How to Check Your FAFSA Status for College Financial Aid
This step-by-step guide can help you monitor your application.
Submitting your Free Application for Federal Student Aid (FAFSA) puts you one step closer to receiving financial aid for college. But with your FAFSA filed, what’s next? You’ll need to check the status of your application to make sure there aren’t any errors and review your financial aid offers.
How to Check Your FAFSA Status
Checking your FAFSA status online is simple using the federal student aid account you created to file your FAFSA. Follow these steps to verify your FAFSA status.
Step 1: Log in
Use your Federal Student Aid (FSA) ID to log in at Studentaid.gov/fsa-id/sign-in, or through the login portal on the official myStudentAid mobile app (available in the Apple and Google Play app stores). Your FSA ID is the username and password that you use to access federal student aid tools, including the FAFSA form and status, your FSA account and aid info, and the National Student Loan Data System.
When you log in, you’ll see your FAFSA status listed under “My FAFSA.” Within three to five days of filing your FAFSA online, you’ll get an email about your next step: reviewing your Student Aid Report (SAR).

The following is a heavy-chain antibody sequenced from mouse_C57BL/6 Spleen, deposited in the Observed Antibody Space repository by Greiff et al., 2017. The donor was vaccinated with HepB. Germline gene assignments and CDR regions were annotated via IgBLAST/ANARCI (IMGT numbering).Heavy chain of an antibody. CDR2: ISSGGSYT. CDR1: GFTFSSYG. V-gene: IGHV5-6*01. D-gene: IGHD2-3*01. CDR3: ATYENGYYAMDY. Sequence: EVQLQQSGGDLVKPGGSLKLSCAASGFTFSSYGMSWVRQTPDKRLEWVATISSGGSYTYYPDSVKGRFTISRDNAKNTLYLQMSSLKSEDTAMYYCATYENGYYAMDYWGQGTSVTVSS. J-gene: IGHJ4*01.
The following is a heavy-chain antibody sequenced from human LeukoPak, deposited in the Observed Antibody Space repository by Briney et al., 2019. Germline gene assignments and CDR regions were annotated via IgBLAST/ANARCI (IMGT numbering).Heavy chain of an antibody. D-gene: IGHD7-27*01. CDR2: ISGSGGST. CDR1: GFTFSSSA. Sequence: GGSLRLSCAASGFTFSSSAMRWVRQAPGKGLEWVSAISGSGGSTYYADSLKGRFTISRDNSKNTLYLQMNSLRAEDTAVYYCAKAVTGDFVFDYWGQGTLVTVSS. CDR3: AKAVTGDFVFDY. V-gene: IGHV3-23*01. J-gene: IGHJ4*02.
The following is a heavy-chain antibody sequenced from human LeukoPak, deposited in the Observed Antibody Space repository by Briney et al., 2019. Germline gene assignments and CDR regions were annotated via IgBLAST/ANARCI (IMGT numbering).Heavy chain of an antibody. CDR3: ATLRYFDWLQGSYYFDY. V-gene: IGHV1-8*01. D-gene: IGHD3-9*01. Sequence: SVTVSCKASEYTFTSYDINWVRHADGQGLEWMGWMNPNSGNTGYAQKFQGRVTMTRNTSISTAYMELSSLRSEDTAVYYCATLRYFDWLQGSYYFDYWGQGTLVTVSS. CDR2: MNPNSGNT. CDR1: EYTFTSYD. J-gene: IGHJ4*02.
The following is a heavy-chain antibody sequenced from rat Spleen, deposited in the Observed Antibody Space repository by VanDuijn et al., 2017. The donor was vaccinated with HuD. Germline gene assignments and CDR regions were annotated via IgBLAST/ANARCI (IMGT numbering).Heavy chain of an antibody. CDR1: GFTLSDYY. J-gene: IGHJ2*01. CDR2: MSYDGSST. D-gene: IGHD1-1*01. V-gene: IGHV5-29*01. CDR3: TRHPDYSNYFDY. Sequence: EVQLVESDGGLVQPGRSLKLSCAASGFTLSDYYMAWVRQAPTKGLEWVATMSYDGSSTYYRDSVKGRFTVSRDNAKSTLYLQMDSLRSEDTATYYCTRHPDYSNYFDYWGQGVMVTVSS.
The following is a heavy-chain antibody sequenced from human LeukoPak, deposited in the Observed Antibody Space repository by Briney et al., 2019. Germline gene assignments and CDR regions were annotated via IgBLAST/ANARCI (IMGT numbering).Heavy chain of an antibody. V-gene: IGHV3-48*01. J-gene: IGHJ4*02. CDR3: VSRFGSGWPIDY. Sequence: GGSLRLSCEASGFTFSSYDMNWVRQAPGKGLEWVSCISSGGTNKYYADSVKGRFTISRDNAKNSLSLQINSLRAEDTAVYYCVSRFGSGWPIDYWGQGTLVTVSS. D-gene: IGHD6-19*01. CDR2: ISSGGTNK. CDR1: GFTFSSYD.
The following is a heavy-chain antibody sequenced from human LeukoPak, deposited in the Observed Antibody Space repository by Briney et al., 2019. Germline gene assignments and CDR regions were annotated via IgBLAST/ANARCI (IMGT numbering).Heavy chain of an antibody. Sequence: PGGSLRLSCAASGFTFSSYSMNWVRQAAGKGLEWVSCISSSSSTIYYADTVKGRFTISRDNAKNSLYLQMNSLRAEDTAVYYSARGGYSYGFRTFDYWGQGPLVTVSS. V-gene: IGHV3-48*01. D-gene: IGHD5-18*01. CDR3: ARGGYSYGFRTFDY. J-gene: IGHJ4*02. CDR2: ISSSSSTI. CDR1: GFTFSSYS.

Step 2: Review your FAFSA Student Aid Report
The Department of Education will email you a link to your SAR, and you can also log in online or through the myStudentAid app to view it. If you don’t have a valid email address on file, you’ll receive your SAR through the mail in seven to 10 days.
The SAR provides information about your eligibility for different financial aid, your expected family contribution (EFC), and a four-digit number for data release. Colleges can use this code to add their institution to your FAFSA application. Review the SAR carefully to ensure it has no mistakes or omissions. You can download and print your SAR if you want to retain a copy for your records.
It can take as few as three days to as many as two weeks for your report to become available, depending on how you signed your FAFSA. Using your FSA ID to sign your FAFSA will expedite the process.
Step 3: If Necessary, Correct Your FAFSA
One of the benefits of checking your FAFSA status is that you can correct any errors and make updates. You can make corrections online from your profile under “Make FAFSA Corrections” or print a copy of your SAR and make corrections directly on the form before mailing it to the address on the SAR.
Step 4: Check Additional Student Portals for Specific Colleges
You can check your financial status at different schools you’re planning to attend using their online portals, or by contacting their financial aid office. The information about how to log in will likely be sent by a college via email or your acceptance letter. It’s good to familiarize yourself with your college’s financial aid department as soon as possible so you can make changes to erroneous information and take advantage of any early opportunities they might offer.
Understanding Your Student Aid Report and Offers